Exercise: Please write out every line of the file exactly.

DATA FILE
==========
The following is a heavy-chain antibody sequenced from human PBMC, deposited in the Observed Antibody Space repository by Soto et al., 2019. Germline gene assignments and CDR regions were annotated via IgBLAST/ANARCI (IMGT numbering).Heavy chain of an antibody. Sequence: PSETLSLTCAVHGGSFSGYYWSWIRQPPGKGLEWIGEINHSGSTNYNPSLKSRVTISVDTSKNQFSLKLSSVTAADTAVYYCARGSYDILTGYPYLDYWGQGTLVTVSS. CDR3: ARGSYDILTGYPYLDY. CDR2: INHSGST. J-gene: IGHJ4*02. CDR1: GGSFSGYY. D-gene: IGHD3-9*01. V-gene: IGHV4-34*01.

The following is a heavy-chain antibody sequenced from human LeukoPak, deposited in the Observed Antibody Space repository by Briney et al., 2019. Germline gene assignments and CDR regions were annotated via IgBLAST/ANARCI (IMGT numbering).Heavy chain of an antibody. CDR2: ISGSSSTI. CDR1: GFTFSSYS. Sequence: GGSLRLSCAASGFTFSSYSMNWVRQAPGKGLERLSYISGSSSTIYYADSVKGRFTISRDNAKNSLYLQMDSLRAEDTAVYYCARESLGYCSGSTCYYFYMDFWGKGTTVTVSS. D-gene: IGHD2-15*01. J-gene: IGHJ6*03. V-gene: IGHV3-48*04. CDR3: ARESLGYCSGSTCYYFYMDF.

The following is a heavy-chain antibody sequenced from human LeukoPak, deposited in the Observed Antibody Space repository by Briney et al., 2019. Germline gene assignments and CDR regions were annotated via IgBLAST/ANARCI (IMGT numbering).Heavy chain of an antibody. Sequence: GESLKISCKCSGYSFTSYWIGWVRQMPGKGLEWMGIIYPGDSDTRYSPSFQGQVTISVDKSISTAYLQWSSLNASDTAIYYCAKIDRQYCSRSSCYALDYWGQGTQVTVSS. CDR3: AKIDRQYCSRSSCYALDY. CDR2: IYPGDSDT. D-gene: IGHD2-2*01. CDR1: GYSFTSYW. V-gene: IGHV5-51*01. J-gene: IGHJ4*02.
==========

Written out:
The following is a heavy-chain antibody sequenced from human PBMC, deposited in the Observed Antibody Space repository by Soto et al., 2019. Germline gene assignments and CDR regions were annotated via IgBLAST/ANARCI (IMGT numbering).Heavy chain of an antibody. Sequence: PSETLSLTCAVHGGSFSGYYWSWIRQPPGKGLEWIGEINHSGSTNYNPSLKSRVTISVDTSKNQFSLKLSSVTAADTAVYYCARGSYDILTGYPYLDYWGQGTLVTVSS. CDR3: ARGSYDILTGYPYLDY. CDR2: INHSGST. J-gene: IGHJ4*02. CDR1: GGSFSGYY. D-gene: IGHD3-9*01. V-gene: IGHV4-34*01.

The following is a heavy-chain antibody sequenced from human LeukoPak, deposited in the Observed Antibody Space repository by Briney et al., 2019. Germline gene assignments and CDR regions were annotated via IgBLAST/ANARCI (IMGT numbering).Heavy chain of an antibody. CDR2: ISGSSSTI. CDR1: GFTFSSYS. Sequence: GGSLRLSCAASGFTFSSYSMNWVRQAPGKGLERLSYISGSSSTIYYADSVKGRFTISRDNAKNSLYLQMDSLRAEDTAVYYCARESLGYCSGSTCYYFYMDFWGKGTTVTVSS. D-gene: IGHD2-15*01. J-gene: IGHJ6*03. V-gene: IGHV3-48*04. CDR3: ARESLGYCSGSTCYYFYMDF.

The following is a heavy-chain antibody sequenced from human LeukoPak, deposited in the Observed Antibody Space repository by Briney et al., 2019. Germline gene assignments and CDR regions were annotated via IgBLAST/ANARCI (IMGT numbering).Heavy chain of an antibody. Sequence: GESLKISCKCSGYSFTSYWIGWVRQMPGKGLEWMGIIYPGDSDTRYSPSFQGQVTISVDKSISTAYLQWSSLNASDTAIYYCAKIDRQYCSRSSCYALDYWGQGTQVTVSS. CDR3: AKIDRQYCSRSSCYALDY. CDR2: IYPGDSDT. D-gene: IGHD2-2*01. CDR1: GYSFTSYW. V-gene: IGHV5-51*01. J-gene: IGHJ4*02.